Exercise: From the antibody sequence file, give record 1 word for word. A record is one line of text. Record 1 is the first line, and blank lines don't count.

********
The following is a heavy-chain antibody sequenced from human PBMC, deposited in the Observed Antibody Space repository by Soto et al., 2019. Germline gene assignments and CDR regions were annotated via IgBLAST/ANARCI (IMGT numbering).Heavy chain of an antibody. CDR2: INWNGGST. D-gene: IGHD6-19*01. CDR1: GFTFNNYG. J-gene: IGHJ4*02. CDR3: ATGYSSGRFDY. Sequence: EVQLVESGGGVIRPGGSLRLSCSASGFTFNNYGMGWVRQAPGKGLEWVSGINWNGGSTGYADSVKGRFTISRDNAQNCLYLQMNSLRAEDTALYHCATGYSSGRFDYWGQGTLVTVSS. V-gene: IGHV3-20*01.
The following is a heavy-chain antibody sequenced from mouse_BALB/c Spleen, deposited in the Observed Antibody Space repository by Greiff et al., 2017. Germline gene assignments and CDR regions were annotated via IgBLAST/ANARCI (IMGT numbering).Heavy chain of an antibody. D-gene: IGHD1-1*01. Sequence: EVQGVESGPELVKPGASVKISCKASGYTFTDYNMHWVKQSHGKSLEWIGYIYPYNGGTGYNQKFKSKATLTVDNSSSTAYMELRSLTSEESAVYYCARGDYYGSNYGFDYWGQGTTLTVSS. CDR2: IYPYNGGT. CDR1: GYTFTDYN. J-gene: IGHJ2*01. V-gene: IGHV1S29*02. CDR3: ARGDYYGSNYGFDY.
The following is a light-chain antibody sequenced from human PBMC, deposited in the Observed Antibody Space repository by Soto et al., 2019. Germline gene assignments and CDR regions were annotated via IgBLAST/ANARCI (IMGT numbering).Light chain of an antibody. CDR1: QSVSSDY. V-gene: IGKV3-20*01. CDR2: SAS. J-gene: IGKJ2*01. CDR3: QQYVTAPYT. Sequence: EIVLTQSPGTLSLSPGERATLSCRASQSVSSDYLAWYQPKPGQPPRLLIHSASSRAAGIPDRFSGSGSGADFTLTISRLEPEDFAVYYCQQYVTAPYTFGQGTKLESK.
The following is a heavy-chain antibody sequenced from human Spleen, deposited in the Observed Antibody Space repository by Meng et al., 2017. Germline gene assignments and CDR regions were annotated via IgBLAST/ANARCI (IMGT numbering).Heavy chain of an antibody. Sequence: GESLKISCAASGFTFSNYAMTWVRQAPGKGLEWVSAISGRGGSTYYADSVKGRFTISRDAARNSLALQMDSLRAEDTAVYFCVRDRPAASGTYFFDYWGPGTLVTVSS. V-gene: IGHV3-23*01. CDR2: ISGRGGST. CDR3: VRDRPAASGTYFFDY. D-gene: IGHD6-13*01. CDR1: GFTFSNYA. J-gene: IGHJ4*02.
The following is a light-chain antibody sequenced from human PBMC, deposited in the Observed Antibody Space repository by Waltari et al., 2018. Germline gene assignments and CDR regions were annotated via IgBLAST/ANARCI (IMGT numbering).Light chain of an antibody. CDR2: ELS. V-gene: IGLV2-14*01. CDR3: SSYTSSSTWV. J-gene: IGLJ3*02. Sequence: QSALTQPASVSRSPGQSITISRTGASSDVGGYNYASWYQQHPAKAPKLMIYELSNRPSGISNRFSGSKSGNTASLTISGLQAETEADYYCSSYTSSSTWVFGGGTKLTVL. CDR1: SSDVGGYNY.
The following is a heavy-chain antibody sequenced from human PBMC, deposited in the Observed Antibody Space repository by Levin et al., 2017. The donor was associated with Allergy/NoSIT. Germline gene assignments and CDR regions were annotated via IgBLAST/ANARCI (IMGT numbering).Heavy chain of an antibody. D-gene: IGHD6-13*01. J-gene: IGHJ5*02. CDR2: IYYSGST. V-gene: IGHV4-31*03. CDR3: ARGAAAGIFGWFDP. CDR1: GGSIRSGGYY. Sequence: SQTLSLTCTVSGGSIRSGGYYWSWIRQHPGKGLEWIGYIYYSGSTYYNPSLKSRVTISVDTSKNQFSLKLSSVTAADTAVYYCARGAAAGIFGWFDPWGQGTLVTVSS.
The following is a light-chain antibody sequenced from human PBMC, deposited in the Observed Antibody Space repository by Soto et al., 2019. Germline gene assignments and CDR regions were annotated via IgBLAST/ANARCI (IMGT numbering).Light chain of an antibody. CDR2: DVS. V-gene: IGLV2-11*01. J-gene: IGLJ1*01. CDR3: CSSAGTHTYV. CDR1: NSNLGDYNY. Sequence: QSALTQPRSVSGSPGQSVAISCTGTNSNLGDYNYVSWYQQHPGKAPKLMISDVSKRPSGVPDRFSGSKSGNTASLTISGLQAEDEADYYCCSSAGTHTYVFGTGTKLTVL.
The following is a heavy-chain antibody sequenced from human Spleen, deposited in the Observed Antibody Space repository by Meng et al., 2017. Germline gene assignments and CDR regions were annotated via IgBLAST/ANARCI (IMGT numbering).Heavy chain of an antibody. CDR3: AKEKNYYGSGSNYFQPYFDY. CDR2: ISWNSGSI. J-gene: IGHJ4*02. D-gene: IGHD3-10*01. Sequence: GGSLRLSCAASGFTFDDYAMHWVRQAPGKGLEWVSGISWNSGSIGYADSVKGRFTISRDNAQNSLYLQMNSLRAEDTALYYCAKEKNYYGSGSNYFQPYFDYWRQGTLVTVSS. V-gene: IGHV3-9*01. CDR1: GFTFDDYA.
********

The following is a heavy-chain antibody sequenced from human PBMC, deposited in the Observed Antibody Space repository by Soto et al., 2019. Germline gene assignments and CDR regions were annotated via IgBLAST/ANARCI (IMGT numbering).Heavy chain of an antibody. CDR2: INWNGGST. D-gene: IGHD6-19*01. CDR1: GFTFNNYG. J-gene: IGHJ4*02. CDR3: ATGYSSGRFDY. Sequence: EVQLVESGGGVIRPGGSLRLSCSASGFTFNNYGMGWVRQAPGKGLEWVSGINWNGGSTGYADSVKGRFTISRDNAQNCLYLQMNSLRAEDTALYHCATGYSSGRFDYWGQGTLVTVSS. V-gene: IGHV3-20*01.